Friday, September 11, 2015

Author known as O. Henry dead at 47 of liver cirrhosis, diabetes, heart ailment


William Sidney Porter wasn’t satisfied with the name he was born with.  He changed the spelling of “Sidney” to “Sydney” to add a bit of class.  When he began publishing short stories (while in prison) he used the pseudonym “O. Henry,” a name with many explanations. And when he entered the hospital shortly before his untimely death at age forty-seven, he listed his name as “Will S. Parker.”

This chameleonesque author was born September 11, 1862, in Greensboro, North Carolina, the son of a physician and his tubercular wife, who died of that disease when young William was three.  He attended a private grammar school operated by his aunt, who continued to tutor him into his teenage years. He worked at an uncle’s drug store, and at nineteen became a licensed pharmacist. Beset by a persistent cough and fearing the onset of the disease that killed his mother, he moved to a ranch owned by a friend in LaSalle County, in south Texas, where he worked as a ranch hand and household helper.

In 1884 he moved to Austin, where he found work as a pharmacist. He met a seventeen-year-old girl named Athol Estes, who also suffered from tuberculosis, and over the objections of her parents eloped with her. They had a son who died in childbirth, and the following year a daughter named Margaret. Athol encouraged her husband’s literary bent, and he began to write poems and stories.

A friend named Richard Hall was elected Texas Land Commissioner and offered Porter a job as a map draftsman in the General Land Office at a salary of $100 a month. When Hall ran for governor, he lost to James S. Hogg, and Porter was quickly out of a job. He soon found another, as a teller and bookkeeper at Austin’s First National Bank.  Procedures were lax at the bank: customers were known to step behind the counter, take a couple of hundred dollars from the cash drawer, and leave an informal IOU, if they remembered to do so. Not surprisingly a year-end audit could not be reconciled, and Porter was accused of embezzlement. He was fired, but not formally charged.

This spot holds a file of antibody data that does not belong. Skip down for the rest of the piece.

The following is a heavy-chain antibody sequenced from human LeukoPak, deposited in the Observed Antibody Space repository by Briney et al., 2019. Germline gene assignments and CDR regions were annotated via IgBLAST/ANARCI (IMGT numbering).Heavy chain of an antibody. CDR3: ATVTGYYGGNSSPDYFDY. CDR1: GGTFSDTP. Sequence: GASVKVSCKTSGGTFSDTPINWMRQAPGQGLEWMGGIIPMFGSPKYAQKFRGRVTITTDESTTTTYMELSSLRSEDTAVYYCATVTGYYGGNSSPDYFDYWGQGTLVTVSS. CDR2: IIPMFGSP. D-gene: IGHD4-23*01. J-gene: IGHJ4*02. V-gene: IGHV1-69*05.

He then founded a humorous weekly magazine that he called The Rolling Stone, which went belly up after about a year. His work had attracted the attention of editors at The Houston Post, and they offered Porter a job as a columnist at $25 a month, and he and his family moved to Houston.

After Porter had been at The Post less than a year, government auditors at the Austin bank uncovered evidence that resulted in his indictment and arrest on the embezzlement charges. His father-in-law got him out of jail on bail, and the day before his trial, Porter skipped out on a train to New Orleans and from there sailed to Honduras. He spent several months in a Trujillo hotel, where he wrote the novel Cabbages and Kings, which takes place in the fictional country of Anchuria, for which he coined the descriptive term “banana republic.”

In February of 1897 Porter learned that his wife was dying of tuberculosis and he returned to her side, although he knew it would mean his arrest. Once again out on bail, he remained with her until her death in July of 1897.  Then he was tried, convicted, and sentenced to five years in a federal prison in Ohio.

While in prison, Porter published numerous short stories, many of them under the “pen” name O. Henry. Why O. Henry? One story is that there was a guard captain named Orrin Henry, who signed himself as “O. Henry,” and Porter borrowed the name.  Another insists it is a cryptic construction from the first two letters of Ohio and the second two and last two of penitentiary. Yet another tale is that an Austin family with whom Porter stayed had a cat named Henry the Proud and he was regularly called with the phrase “Henry, oh, Henry!”  Porter gave his own explanation to The New York Times: